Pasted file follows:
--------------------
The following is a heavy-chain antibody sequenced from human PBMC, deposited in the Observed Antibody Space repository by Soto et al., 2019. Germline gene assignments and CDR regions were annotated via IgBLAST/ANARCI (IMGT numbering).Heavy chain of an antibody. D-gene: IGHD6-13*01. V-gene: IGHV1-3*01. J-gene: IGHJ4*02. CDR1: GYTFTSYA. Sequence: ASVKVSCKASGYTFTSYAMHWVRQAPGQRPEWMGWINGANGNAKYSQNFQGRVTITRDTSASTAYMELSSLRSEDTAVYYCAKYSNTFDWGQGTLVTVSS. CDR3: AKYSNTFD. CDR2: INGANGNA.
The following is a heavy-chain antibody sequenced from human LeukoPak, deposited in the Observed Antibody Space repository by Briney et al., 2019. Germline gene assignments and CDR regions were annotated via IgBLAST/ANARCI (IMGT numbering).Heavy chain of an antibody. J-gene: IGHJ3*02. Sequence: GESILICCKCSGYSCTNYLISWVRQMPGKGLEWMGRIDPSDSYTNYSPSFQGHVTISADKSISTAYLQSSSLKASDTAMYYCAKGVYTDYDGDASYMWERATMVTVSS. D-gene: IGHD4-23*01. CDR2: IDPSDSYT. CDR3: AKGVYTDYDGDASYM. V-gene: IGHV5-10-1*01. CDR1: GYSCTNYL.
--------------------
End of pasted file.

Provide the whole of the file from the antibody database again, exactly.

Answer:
The following is a heavy-chain antibody sequenced from human PBMC, deposited in the Observed Antibody Space repository by Soto et al., 2019. Germline gene assignments and CDR regions were annotated via IgBLAST/ANARCI (IMGT numbering).Heavy chain of an antibody. D-gene: IGHD6-13*01. V-gene: IGHV1-3*01. J-gene: IGHJ4*02. CDR1: GYTFTSYA. Sequence: ASVKVSCKASGYTFTSYAMHWVRQAPGQRPEWMGWINGANGNAKYSQNFQGRVTITRDTSASTAYMELSSLRSEDTAVYYCAKYSNTFDWGQGTLVTVSS. CDR3: AKYSNTFD. CDR2: INGANGNA.
The following is a heavy-chain antibody sequenced from human LeukoPak, deposited in the Observed Antibody Space repository by Briney et al., 2019. Germline gene assignments and CDR regions were annotated via IgBLAST/ANARCI (IMGT numbering).Heavy chain of an antibody. J-gene: IGHJ3*02. Sequence: GESILICCKCSGYSCTNYLISWVRQMPGKGLEWMGRIDPSDSYTNYSPSFQGHVTISADKSISTAYLQSSSLKASDTAMYYCAKGVYTDYDGDASYMWERATMVTVSS. D-gene: IGHD4-23*01. CDR2: IDPSDSYT. CDR3: AKGVYTDYDGDASYM. V-gene: IGHV5-10-1*01. CDR1: GYSCTNYL.